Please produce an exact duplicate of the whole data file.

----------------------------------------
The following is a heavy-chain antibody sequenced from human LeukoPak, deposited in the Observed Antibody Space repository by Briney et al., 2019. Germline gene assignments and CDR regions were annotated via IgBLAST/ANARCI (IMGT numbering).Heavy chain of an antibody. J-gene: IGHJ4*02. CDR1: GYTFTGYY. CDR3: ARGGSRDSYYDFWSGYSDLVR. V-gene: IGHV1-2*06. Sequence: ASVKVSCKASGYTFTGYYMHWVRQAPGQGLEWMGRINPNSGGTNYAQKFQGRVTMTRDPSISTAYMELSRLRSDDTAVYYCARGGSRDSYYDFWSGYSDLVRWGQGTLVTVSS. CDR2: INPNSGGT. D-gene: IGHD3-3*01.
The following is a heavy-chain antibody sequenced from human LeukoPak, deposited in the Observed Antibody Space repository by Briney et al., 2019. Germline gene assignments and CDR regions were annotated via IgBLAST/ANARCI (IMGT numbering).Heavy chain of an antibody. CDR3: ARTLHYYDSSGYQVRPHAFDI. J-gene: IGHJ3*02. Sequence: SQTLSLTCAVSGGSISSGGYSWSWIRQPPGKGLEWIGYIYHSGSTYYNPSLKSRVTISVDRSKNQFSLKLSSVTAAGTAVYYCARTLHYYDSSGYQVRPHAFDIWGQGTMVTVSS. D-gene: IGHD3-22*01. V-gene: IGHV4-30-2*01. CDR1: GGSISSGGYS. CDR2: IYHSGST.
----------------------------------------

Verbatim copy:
The following is a heavy-chain antibody sequenced from human LeukoPak, deposited in the Observed Antibody Space repository by Briney et al., 2019. Germline gene assignments and CDR regions were annotated via IgBLAST/ANARCI (IMGT numbering).Heavy chain of an antibody. J-gene: IGHJ4*02. CDR1: GYTFTGYY. CDR3: ARGGSRDSYYDFWSGYSDLVR. V-gene: IGHV1-2*06. Sequence: ASVKVSCKASGYTFTGYYMHWVRQAPGQGLEWMGRINPNSGGTNYAQKFQGRVTMTRDPSISTAYMELSRLRSDDTAVYYCARGGSRDSYYDFWSGYSDLVRWGQGTLVTVSS. CDR2: INPNSGGT. D-gene: IGHD3-3*01.
The following is a heavy-chain antibody sequenced from human LeukoPak, deposited in the Observed Antibody Space repository by Briney et al., 2019. Germline gene assignments and CDR regions were annotated via IgBLAST/ANARCI (IMGT numbering).Heavy chain of an antibody. CDR3: ARTLHYYDSSGYQVRPHAFDI. J-gene: IGHJ3*02. Sequence: SQTLSLTCAVSGGSISSGGYSWSWIRQPPGKGLEWIGYIYHSGSTYYNPSLKSRVTISVDRSKNQFSLKLSSVTAAGTAVYYCARTLHYYDSSGYQVRPHAFDIWGQGTMVTVSS. D-gene: IGHD3-22*01. V-gene: IGHV4-30-2*01. CDR1: GGSISSGGYS. CDR2: IYHSGST.